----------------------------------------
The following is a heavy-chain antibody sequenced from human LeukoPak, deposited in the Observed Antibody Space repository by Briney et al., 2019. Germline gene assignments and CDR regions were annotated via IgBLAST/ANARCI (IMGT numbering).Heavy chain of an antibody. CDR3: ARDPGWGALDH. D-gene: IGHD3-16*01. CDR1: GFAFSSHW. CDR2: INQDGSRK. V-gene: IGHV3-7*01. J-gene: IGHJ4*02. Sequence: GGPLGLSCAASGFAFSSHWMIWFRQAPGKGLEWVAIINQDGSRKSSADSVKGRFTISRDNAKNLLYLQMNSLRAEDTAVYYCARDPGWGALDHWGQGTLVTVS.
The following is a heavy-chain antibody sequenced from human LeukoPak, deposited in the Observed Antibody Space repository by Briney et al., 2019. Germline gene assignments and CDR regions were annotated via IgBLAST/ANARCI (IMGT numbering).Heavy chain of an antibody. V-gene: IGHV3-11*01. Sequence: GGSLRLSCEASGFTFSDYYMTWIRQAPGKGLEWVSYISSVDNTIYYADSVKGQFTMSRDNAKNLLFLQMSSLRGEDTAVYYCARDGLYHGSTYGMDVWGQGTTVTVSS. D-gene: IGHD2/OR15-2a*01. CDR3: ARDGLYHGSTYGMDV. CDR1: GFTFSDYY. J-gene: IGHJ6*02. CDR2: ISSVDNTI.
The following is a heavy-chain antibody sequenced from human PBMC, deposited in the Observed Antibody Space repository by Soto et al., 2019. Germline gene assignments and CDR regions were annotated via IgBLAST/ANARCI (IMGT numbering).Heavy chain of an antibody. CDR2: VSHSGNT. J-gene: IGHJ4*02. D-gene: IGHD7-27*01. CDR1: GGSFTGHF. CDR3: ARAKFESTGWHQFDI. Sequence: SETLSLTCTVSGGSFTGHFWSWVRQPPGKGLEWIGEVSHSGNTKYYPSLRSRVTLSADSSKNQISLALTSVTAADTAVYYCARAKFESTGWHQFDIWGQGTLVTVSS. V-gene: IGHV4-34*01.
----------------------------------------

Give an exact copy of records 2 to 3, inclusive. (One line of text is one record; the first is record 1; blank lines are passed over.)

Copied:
The following is a heavy-chain antibody sequenced from human LeukoPak, deposited in the Observed Antibody Space repository by Briney et al., 2019. Germline gene assignments and CDR regions were annotated via IgBLAST/ANARCI (IMGT numbering).Heavy chain of an antibody. V-gene: IGHV3-11*01. Sequence: GGSLRLSCEASGFTFSDYYMTWIRQAPGKGLEWVSYISSVDNTIYYADSVKGQFTMSRDNAKNLLFLQMSSLRGEDTAVYYCARDGLYHGSTYGMDVWGQGTTVTVSS. D-gene: IGHD2/OR15-2a*01. CDR3: ARDGLYHGSTYGMDV. CDR1: GFTFSDYY. J-gene: IGHJ6*02. CDR2: ISSVDNTI.
The following is a heavy-chain antibody sequenced from human PBMC, deposited in the Observed Antibody Space repository by Soto et al., 2019. Germline gene assignments and CDR regions were annotated via IgBLAST/ANARCI (IMGT numbering).Heavy chain of an antibody. CDR2: VSHSGNT. J-gene: IGHJ4*02. D-gene: IGHD7-27*01. CDR1: GGSFTGHF. CDR3: ARAKFESTGWHQFDI. Sequence: SETLSLTCTVSGGSFTGHFWSWVRQPPGKGLEWIGEVSHSGNTKYYPSLRSRVTLSADSSKNQISLALTSVTAADTAVYYCARAKFESTGWHQFDIWGQGTLVTVSS. V-gene: IGHV4-34*01.